Saturday, 26 January
Hi, and good morning. Yaaawn... it’s me again, Nils. Yaaaawn... We had a long night here on board FS Polarstern, followed by a cold, wet and stormy morning. Now it is 11 a.m., I am frozen to the bones, my stomach is unhappy about the waves, and I have been on my feet for 27 hours. Well, about that long. I should tell the story from the beginning.
We are on our way home, at a station at 52° southern latitude. Two months ago we have already been here once to take samples. Now, on our way back, we are taking samples again at the same spot to see if anything has changed in the meantime.
Last night we had fine-tuned the gear deployments ahead of us. And then it was already time to start. The first multicorer was sent down to 3,000 m to get sediment cores for oxygen analyses and other studies. While we were watching the sampling, we could see the wind speed increasing slowly. Then, at 2 a.m., a box corer and another multicorer followed.
After all these weeks without darkness south of the Polar circle I was really glad to have a normal dark night. And even though we have had many days of overcast skies, cold air and icy water, and a storm ahead of us, all of a sudden we got a starry sky for a while. And then the moonlight poured a soft, silvery-black shine over the water, making the sea look like the skin of a large lizard. Uncounted shimmering scales on a softly moving velvety blanket. Really beautiful.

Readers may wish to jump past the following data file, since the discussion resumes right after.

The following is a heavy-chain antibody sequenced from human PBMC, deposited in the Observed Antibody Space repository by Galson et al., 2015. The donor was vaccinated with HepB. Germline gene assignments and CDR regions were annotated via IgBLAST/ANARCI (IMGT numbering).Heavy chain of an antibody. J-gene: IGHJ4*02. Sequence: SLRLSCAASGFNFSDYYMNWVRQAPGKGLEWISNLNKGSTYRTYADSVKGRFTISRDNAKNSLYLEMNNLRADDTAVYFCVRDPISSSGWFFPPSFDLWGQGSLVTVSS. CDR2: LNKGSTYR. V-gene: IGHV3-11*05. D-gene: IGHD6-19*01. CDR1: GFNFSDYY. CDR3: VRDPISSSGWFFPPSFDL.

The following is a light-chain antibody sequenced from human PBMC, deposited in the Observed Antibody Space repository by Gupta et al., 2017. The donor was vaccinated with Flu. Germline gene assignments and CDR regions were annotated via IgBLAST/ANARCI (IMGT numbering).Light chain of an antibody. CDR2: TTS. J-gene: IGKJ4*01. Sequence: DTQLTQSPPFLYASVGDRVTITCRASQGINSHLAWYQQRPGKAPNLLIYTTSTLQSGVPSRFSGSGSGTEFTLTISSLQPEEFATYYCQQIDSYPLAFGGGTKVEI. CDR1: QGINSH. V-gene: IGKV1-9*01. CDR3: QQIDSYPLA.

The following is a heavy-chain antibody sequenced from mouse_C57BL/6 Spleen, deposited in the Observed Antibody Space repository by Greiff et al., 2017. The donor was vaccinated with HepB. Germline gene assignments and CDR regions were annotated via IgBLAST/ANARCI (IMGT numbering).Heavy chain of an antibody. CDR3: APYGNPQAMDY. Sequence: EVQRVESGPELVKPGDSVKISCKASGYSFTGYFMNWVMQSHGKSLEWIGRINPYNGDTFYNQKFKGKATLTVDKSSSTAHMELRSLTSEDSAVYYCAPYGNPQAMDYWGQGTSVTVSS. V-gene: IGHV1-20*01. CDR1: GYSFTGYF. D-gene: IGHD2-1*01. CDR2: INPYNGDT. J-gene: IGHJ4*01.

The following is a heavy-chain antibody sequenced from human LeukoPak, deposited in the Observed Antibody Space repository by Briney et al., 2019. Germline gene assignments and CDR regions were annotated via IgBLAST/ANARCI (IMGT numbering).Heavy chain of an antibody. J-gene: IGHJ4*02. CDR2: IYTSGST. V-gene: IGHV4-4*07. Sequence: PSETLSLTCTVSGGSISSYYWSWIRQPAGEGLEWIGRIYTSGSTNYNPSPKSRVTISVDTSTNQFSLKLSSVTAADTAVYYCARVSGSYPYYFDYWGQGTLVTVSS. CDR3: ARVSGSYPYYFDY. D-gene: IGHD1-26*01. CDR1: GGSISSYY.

At four o’clock we lowered the epibenthic sledge on its 4,500 m-long cable to the water and then to the sea floor. And while we were waiting yet again, the sun rose over a rough sea. A long night and a beautiful morning. Many of us are tired, wet and cold, and the exhaustion lets us freeze quickly in the rough wind. And as the wind has picked up considerably, the waves affect me and some others quite strongly.
The work we do can be rather exhausting, especially when wind and seas are against us. That is part of our job. But when nature around us is as beautiful as during this night, when the sun rises again and wind and waves are turning in a powerful dance, we are delighted and feel rewarded for many hardships. And even though in moments like these we are tired and done with the world, there certainly is no other job on this planet we would rather do.
And now I am going to bed.
Nils Brenke, Senckenberg
Photos: N. Brenke
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Tuesday, 29 January 2008 05:30
... and a last long nightWritten by Polarstern Expedition
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